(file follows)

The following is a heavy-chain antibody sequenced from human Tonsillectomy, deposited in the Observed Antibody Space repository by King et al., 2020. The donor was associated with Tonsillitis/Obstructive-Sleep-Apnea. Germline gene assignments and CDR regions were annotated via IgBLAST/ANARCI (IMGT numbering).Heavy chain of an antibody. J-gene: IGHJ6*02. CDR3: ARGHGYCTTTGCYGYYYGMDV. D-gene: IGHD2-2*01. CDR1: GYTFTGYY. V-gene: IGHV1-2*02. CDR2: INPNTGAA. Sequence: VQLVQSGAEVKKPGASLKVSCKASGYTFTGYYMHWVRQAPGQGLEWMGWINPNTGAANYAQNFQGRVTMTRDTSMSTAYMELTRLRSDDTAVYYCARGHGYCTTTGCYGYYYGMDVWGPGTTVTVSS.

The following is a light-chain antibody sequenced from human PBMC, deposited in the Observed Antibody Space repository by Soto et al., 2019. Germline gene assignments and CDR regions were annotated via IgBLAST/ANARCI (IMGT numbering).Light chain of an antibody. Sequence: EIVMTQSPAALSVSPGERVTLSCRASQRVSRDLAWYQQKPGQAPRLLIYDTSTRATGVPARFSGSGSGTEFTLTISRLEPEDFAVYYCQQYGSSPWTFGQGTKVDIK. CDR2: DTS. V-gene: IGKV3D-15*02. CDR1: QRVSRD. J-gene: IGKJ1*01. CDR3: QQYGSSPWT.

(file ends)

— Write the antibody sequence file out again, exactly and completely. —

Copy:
The following is a heavy-chain antibody sequenced from human Tonsillectomy, deposited in the Observed Antibody Space repository by King et al., 2020. The donor was associated with Tonsillitis/Obstructive-Sleep-Apnea. Germline gene assignments and CDR regions were annotated via IgBLAST/ANARCI (IMGT numbering).Heavy chain of an antibody. J-gene: IGHJ6*02. CDR3: ARGHGYCTTTGCYGYYYGMDV. D-gene: IGHD2-2*01. CDR1: GYTFTGYY. V-gene: IGHV1-2*02. CDR2: INPNTGAA. Sequence: VQLVQSGAEVKKPGASLKVSCKASGYTFTGYYMHWVRQAPGQGLEWMGWINPNTGAANYAQNFQGRVTMTRDTSMSTAYMELTRLRSDDTAVYYCARGHGYCTTTGCYGYYYGMDVWGPGTTVTVSS.

The following is a light-chain antibody sequenced from human PBMC, deposited in the Observed Antibody Space repository by Soto et al., 2019. Germline gene assignments and CDR regions were annotated via IgBLAST/ANARCI (IMGT numbering).Light chain of an antibody. Sequence: EIVMTQSPAALSVSPGERVTLSCRASQRVSRDLAWYQQKPGQAPRLLIYDTSTRATGVPARFSGSGSGTEFTLTISRLEPEDFAVYYCQQYGSSPWTFGQGTKVDIK. CDR2: DTS. V-gene: IGKV3D-15*02. CDR1: QRVSRD. J-gene: IGKJ1*01. CDR3: QQYGSSPWT.